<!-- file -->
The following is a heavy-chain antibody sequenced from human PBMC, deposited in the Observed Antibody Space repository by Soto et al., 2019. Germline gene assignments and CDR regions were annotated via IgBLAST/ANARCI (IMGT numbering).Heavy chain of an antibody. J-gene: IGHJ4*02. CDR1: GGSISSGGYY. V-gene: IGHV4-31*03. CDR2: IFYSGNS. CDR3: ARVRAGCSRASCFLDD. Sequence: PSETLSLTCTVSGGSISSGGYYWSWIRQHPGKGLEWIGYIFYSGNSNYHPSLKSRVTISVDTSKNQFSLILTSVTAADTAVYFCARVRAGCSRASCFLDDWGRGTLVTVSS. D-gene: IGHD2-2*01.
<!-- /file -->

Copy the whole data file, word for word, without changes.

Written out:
The following is a heavy-chain antibody sequenced from human PBMC, deposited in the Observed Antibody Space repository by Soto et al., 2019. Germline gene assignments and CDR regions were annotated via IgBLAST/ANARCI (IMGT numbering).Heavy chain of an antibody. J-gene: IGHJ4*02. CDR1: GGSISSGGYY. V-gene: IGHV4-31*03. CDR2: IFYSGNS. CDR3: ARVRAGCSRASCFLDD. Sequence: PSETLSLTCTVSGGSISSGGYYWSWIRQHPGKGLEWIGYIFYSGNSNYHPSLKSRVTISVDTSKNQFSLILTSVTAADTAVYFCARVRAGCSRASCFLDDWGRGTLVTVSS. D-gene: IGHD2-2*01.